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Montagnards are different from the Vietnamese in that they speak languages of the Mon Khmer or Malayo-Polynesian linguistic stocks and physically resemble Cambodians, Malays and Indonesians. Although divided into nearly 40 distinct ethnic groups, Montagnard characteristics have historically set them apart from the Cham and Vietnamese.

In a world centered on small communities, kinship was primary and resources were shared by all. The people respected the integrity of their natural surroundings, and each society had leaders who served as stewards in preserving it. Livelihoods were based on agriculture with rice the staple crop. Villagers farmed slopes and bottomland within the never-ending cycle of rainy seasons followed by dry seasons, of fields planted or fallowing. The forests supplied game, wild fruits and vegetables, and firewood as well as hardwood, bamboo, and rattan for their houses, artifacts and wood carvings. Although their religious practices varied, all of the highland people tried to keep in harmony with their deities. Throughout the highland world there were expressions of beauty in art, architecture, music, and dance.

The highlanders remained relatively aloof from the Chinese great tradition that molded the society of the Vietnamese and others. Cham rulers had tributary relations with some highland leaders and there was trade with outsiders. But lowlanders by and large regarded the mountain country as remote and forbidding, populated by backward tribes. The Vietnamese remained in their orderly lowland villages surrounded by paddy fields. Kingdoms and dynasties among the Cham, Khmer, Lao and Vietnamese flourished and crumbled, monumental cities were sacked and abandoned, and populations shifted. All the while in the background, the mountains, their peaks shrouded in mists, were silent and seemingly immutable.

The arrival of the first French missionaries at the highland town of Kontum in the middle of the nineteenth century ushered in an era of ever-increasing contact among the Montagnard tribes themselves and the outside world. As the French colonization of Indochina progressed, administration of the highlands became increasingly formal. Growing numbers of French traders and plantation owners wedged themselves into previously unexplored territories; and as early as 1899, parts of the highlands became formally divided into "Montagnard Provinces."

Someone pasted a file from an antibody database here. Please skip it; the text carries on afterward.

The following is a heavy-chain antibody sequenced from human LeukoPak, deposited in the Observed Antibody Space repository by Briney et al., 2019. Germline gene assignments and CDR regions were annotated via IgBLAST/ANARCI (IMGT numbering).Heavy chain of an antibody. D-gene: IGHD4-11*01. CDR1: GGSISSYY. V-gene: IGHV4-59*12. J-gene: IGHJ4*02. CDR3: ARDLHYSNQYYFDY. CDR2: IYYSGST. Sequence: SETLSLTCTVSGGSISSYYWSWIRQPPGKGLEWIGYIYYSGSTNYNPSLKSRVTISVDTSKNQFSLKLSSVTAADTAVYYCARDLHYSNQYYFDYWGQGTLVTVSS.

In some instances, the developing relationships were harmonious and, to varying degrees, mutually beneficial. The French and Vietnamese gained access to a largely unexploited territory, while the less isolated Montagnard groups were exposed to the goods and techniques of culturally more advanced societies. French administrators and Christian missionaries established schools, hospitals and leprosariums for Montagnard use.

World War II, the French Indo-Chinese War, and the U.S. Vietnamese war changed the way in which the Montagnards would live and cope in modern society. They are still adapting to these changes today while trying to maintain many of their traditional ways to preserve many aspects of their culture.

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BIBLIOGRAPHY SOURCES

  • Sons of the Mountains, Gerald Cannon Hickey, 1982
  • Free In the Forest , Gerald Cannon Hickey, 1982
  • We have Eaten the Forest, Georges Condominas, 1977
  • Shattered World, Gerald Cannon Hickey, 1993
  • The Montagnards of Vietnam, Robert L. Mole, 1970